Despite this mountain of evidence, Alberta’s New Democratic Party government has opted to do the very same things. The NDP will increase carbon taxes on industrial emitters and lower thresholds to ensnare smaller companies; tax gasoline and diesel; and forcibly remove coal from Alberta’s electricity-generating equation. The NDP intends to transform Alberta’s electricity grid into one based on “renewable” power sources such as wind, solar and hydroelectricity. This is certain to impose billions of dollars in avoidable costs on a population reeling under a deep economic downturn, yet will yield not even a blip in the world’s temperature or CO2 concentrations.
Alberta has more than 1,000 megawatts of installed wind-power capacity, becoming a national wind-power leader almost 15 years ago, thanks to the previous Conservative government’s policies of deregulating electricity markets and ramming new power lines past protesting landowners – all of which the NDP opposed. Today, wind turbines provide a material although modest proportion of Alberta’s electricity – and that’s the level at which they should remain. Even in the province of “four strong winds,” wind power is unreliable, intermittent and typically runs full tilt at the wrong times.
The NDP, however, intends to stud virtually every windy ridgetop with turbines, mimicking the unsightly horrors of Germany and Britain, while adding solar farms hither and yon. It’s unclear whether anyone has explained to Premier Rachel Notley that Alberta is largely dark for six months of the year. As for hydroelectricity, the sole form of “renewable” energy sufficiently versatile and large scale to provide reliable base-load power, much of Alberta is simply too dry. Our pretty mountain rivers are relative trickles compared with the gigantic hydraulic machines created by Ontario and Quebec’s topography and climate. There is hydro potential in Alberta’s north. But the NDP spent the previous four decades opposing any northern dams for the usual overblown environmental fears.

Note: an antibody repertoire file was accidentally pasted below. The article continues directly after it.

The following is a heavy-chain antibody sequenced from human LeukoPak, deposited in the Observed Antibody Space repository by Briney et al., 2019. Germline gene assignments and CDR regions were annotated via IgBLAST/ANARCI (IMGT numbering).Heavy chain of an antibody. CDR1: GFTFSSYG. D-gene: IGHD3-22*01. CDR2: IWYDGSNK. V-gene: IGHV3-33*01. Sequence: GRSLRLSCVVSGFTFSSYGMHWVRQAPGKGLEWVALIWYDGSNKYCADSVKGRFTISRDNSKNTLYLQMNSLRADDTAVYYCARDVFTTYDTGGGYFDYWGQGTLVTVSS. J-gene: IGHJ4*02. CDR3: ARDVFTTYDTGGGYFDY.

The NDP is planning the wholesale destruction of one of North America’s most competitive and efficient electricity grids in favour of failed schemes. The costs will be ruinous and borne by Albertans. All while having no effect on the world’s climate. Alberta’s handful of coal-fired facilities are barely a rounding error in the global installed generating base plus the estimated 1,200 new coal-fired plants being planned globally (as of 2012). Unravelling the lunacy will take many years.
More of George Koch’s writing can be found at www.drjandmrk.com.